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Keep Your Senior Cat Young At Heart With These 8 Tips

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We all want our cats to live as long as possible, but it can be hard to watch them become seniors. Each cat will enter senior-hood in its own unique way. You may notice that your once-spry cat is having a hard time walking up the stairs, or that the laser pointer isn’t quite as interesting as a nap anymore. There’s no stopping nature’s clock, but there are some things you can do to make your cat’s life easier and to keep her feeling young at heart while she ages.

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Image Source: Julie Duffy via Flickr
Image Source: Julie Duffy via Flickr

#1 – Schedule more frequent vet visits
Just like humans, cats become more vulnerable to illness as their bodies stop working the way they once did and their organs become taxed. While this is a natural part of the life cycle that can’t be stopped, scheduling more frequent visits with your veterinarian can help discover problems early. Early detection can help ward off some health problems before they get out of hand, lessen symptoms and pain with treatment, and help you develop an appropriate care plan. Many cat health experts recommend scheduling routine checkups every 6 months (instead of annually) once your cat becomes a senior.

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Image Source: Hotash via Flickr
Image Source: Hotash via Flickr

#2 – Engage your cat in ability-appropriate playtime
Many cats still enjoy play time as they get older, and engaging your cat in play time can play a large role in keeping her body and mind healthy and active. While your cat may still love to play, don’t expect her to run and pounce like she did in her younger days. With a senior cat, playtime may be as simple as dangling a wand toy above her and letting her paw at it while she lays on her back. Let her determine the pace and activity level she’s comfortable with.

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Image Source: Hotash via Flickr
Image Source: Hotash via Flickr

#3 – Consider a senior-specific diet
Talk to your veterinarian to see if switching your cat to a senior specific diet would benefit her life and health. Many foods designed for senior cats include ingredients that can address issues that are common in senior cats, like joint pain and urinary tract problems.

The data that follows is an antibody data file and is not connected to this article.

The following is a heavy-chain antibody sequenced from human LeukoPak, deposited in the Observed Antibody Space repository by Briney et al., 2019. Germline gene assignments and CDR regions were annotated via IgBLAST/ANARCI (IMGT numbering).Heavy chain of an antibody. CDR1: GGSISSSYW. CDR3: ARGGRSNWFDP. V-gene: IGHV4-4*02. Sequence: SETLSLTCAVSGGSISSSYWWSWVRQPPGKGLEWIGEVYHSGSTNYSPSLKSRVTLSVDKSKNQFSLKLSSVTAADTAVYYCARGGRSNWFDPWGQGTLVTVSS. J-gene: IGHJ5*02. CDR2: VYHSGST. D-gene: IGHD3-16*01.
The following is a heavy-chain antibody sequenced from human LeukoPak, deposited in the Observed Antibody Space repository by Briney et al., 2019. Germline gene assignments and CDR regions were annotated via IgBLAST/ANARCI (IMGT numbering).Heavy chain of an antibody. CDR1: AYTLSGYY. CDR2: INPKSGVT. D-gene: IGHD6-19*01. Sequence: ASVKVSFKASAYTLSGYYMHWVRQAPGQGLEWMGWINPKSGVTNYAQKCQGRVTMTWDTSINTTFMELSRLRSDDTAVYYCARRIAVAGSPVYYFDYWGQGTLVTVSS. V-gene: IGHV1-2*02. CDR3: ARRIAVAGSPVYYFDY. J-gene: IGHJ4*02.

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Image Source: M B via Flickr
Image Source: M B via Flickr

#4 – Make your home senior-friendly
You can help your cat feel her best by making sure your cat is able to get around the home without struggling. If your cat isn’t moving around so spryly anymore, take a look around your home and think about what you can do to make it easier for her to navigate. Is she able to safely reach her favorite napping spot? Can she access all of her resources (food, water, litter box, scratching post, etc.) without walking up or down stairs? If not, it’s time for a home makeover.

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Image Source: Rocky Mountain Feline Rescue via Flickr
Image Source: Rocky Mountain Feline Rescue via Flickr

#5 – Keep litter box accessible
Your cat’s litter box should be placed in an accessible location, of course, but the type of box may also matter once your kitty gets older. If your cat is having mobility challenges, switch to a litter box that has low sides that she’ll easily be able to step over.

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Image Source: Rocky Mountain Feline Rescue via Flickr
Image Source: Rocky Mountain Feline Rescue via Flickr

#6 – Keep an eye on changes to body and behavior
Medical issues can arise very quickly for a senior cat, even if you’re vigilant about regular veterinary checkups. Keep an eye on your kitty and note any changes to her body or behavior. Some common changes are weight loss, a change in activity level, or a change in litter box habits. Noticing and addressing health issues quickly can help your cat live a longer and better life.

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Image Source: Maja Dumat via Flickr
Image Source: Maja Dumat via Flickr

#7 – Disperse resources
If your house is large or multi-leveled, it’s important to make sure that your cat is able to access all of her resources easily. A cat who is experiencing joint pain, for instance, may choose to pee on the living room carpet rather than risk the pain of traveling down the basement stairs to the litter box. If possible, keep all of her resources on one level of the house, in relatively close proximity to her favorite hangout spot. If she’s still getting around well enough to wander your  home, consider adding several resources throughout your home– a litter box on each floor, water bowls in several locations, etc. Giving your cat several options will mean she’ll never have to feel anxious about how to access one of her resources.

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Image Source: Rocky Mountain Feline Rescue via Flickr
Image Source: Rocky Mountain Feline Rescue via Flickr

#8 – Nurture your special bond
As they become seniors, it becomes more apparent to us that our furry best friends won’t be around forever. This is the perfect time to nurture your special bond with your cat and make sure she knows exactly how much you care about her. How you’ll choose to nurture your bond will depend on your unique relationship with your cat and your respective personalities, but some ideas may include taking extra time to pet and cuddle, napping with your cat, or gently grooming her. You’ll never regret extra time you’ve spent with her.

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